Pro-Chancellor: Council to nurture seed of learning, academic
As the Obafemi Awolowo University (OAU) last week flagged off activities to mark the Diamond anniversary of the institution, to the authorities the celebration would open a new vista for redirection and repositioning of the ivory tower
Alumni flay poor infrastructure, municipal utilities on campus
VC: Despite challenges, varsity’ll sustain quality, standard
Against all odds and challenges confronting university education in the country in recent times, the authorities of the Obafemi Awolowo University (OAU), Ile-Ife, have restated determination to reposition the 60-year-old university to deliver and sustain high academic standards.
This is as the university, formerly known as the “University of Ife,” which is 60 years old, this year, has rolled out the drums to celebrate the Diamond anniversary of its establishment and for keeping faith with the dream and aspirations of the founding fathers.
Established by the Western Region Government, led by the Premier, the late Chief Obafemi Awolowo on June 8, 1961, the institution commenced academic activities in October 1962.
The ivory tower, which has as vision and mission “to nurture a teaching and learning community; advance the frontiers of knowledge; engender a sense of selfless public service; and add value to African culture through production of quality graduates for the development of the country, opened its doors to the 244 pioneer students and 64 members of academic staff, comprising 15 senior administrative and technical staff in five faculties.
Located on 2,020 hectares (5,000 acres) of land, the university was later renamed “Obafemi Awolowo University” in honour of one of the founding fathers and first Premier of the Western Region, Chief Obafemi Awolowo on May 12, 1987.
Flagging off the Diamond anniversary, which will be climaxed with the 45th convocation of the institution in December this year, the Vice-Chancellor, Prof. Eyitope Ogunbodede, while addressing during a press conference organised to flag off the anniversary, said the university presently has over 25,000 students and more than 4,000 members of staff, comprising academic and non-academic staffers.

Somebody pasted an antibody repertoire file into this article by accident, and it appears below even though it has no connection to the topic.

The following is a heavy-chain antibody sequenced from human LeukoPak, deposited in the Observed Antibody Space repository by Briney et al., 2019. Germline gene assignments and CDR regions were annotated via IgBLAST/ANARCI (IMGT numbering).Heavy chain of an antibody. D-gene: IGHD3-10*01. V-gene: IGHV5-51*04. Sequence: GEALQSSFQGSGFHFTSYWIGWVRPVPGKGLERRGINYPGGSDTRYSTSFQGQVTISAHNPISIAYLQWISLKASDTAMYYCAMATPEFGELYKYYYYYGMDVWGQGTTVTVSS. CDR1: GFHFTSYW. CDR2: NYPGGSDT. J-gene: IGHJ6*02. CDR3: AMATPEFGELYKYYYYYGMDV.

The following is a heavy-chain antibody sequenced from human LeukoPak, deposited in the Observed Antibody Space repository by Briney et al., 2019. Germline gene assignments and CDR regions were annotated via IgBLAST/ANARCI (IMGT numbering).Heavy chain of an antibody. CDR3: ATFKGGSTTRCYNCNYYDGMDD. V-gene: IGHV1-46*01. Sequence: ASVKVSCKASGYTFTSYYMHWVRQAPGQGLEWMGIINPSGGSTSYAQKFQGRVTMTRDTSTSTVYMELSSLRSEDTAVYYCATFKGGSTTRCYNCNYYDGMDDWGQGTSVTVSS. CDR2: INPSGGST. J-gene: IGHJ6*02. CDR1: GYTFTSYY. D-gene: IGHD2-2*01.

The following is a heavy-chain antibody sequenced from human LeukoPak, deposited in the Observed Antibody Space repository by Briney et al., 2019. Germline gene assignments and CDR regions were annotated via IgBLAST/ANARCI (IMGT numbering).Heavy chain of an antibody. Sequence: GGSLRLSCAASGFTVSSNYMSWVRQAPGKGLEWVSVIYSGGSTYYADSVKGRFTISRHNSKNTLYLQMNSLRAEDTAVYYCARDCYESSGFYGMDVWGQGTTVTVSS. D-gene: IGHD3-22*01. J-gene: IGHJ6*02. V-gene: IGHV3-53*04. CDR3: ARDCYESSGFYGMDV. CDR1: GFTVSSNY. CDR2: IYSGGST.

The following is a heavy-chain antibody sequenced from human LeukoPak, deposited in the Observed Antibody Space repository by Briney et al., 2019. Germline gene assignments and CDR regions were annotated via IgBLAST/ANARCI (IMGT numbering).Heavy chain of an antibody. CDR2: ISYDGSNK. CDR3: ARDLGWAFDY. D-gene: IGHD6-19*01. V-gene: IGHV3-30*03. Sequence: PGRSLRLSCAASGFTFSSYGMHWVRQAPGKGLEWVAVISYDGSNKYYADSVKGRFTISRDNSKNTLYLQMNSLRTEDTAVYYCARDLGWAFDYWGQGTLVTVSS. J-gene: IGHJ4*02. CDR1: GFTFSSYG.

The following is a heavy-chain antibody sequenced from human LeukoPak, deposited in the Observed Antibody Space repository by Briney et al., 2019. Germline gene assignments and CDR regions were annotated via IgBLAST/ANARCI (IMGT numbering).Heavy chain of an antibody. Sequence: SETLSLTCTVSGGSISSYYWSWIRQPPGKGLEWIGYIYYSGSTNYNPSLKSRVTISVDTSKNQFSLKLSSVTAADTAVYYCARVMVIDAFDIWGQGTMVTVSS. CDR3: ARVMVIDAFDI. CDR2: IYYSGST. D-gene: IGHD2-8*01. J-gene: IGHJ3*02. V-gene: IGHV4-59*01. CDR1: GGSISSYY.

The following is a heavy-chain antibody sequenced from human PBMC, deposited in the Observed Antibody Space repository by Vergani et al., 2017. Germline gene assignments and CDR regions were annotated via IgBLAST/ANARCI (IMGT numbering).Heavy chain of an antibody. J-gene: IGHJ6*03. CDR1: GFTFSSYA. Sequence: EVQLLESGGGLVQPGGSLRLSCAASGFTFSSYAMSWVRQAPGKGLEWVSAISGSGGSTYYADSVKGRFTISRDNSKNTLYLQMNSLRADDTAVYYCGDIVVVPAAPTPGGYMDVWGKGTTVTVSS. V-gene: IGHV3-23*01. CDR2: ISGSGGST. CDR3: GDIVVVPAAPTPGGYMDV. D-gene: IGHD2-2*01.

With its motto: “For Learning and Culture,” the Vice-Chancellor, however, said that the university till present, despite the challenges, had continued to sustain quality standards in the area of delivery of qualitative university education as one of the leading universities, and the most sought after for admission seekers.
But, to consistently sustain the vision of its founding fathers, he said: “The university would continue to strive for excellence and keep faith with its core mandate in line with its mission and strategic objectives. We are very confident that OAU will continue to move rapidly to higher levels, particularly with the support from highly experienced and accomplished professionals.”
According to the Vice-Chancellor, the research profile or accomplishments, as well as the global positioning of the university alumni, had continued to serve as veritable confirmation of the eminent placement of OAU as a leading university.
But, stakeholders are not too happy with the performance of OAU on the Webometric Ranking and other international ranking organs, lamenting that for the university not to rank among the best in Africa and the world is something that will continue to raise questions.
Meanwhile, the Pro-Chancellor and Chairman of Governing Council, Owelle Oscar Udoji, while basking in the euphoria of the accomplishments so far recorded by the university, insisted that the university had every cause to celebrate the impeccable growth and giant strides, as well as the valiant contribution to the universe of knowledge.
He described the Diamond anniversary and 60 years of the existence of OAU as “sixty lofty steps with incredible generational footprints; sixty years of sublime legacies; sixty years of innovative leadership and excellent scholarship.”
Udoji, who insisted that the anniversary is to renew, re-invigorate and re-dedicate the Council’s commitment towards nurturing the seed of learning and culture that the university embodies. He, however, assured stakeholders and members of the university community that the Council would leave no stone unturned in working with and supporting the university administration to attain its loftier heights.
“We are more than determined to contribute to uplifting this institution from greatness to more greatness,” Udoji stressed, even as he paid special tribute to the foresight and dedication of the founding fathers of the university for birthing what he described as “a truly world class university (Great Ife).”
He, however, noted that the vision of the founding fathers of the university has continued to reproduce catalysts and change agents that are transforming the society in various fields.
Though regretting that the public university system in the country is at a major crossroads, the Pro-Chancellor pledged the readiness of the Council to foster a better public university system; the type that is well-positioned to train world-class manpower for the country through cutting-edge teaching and learning.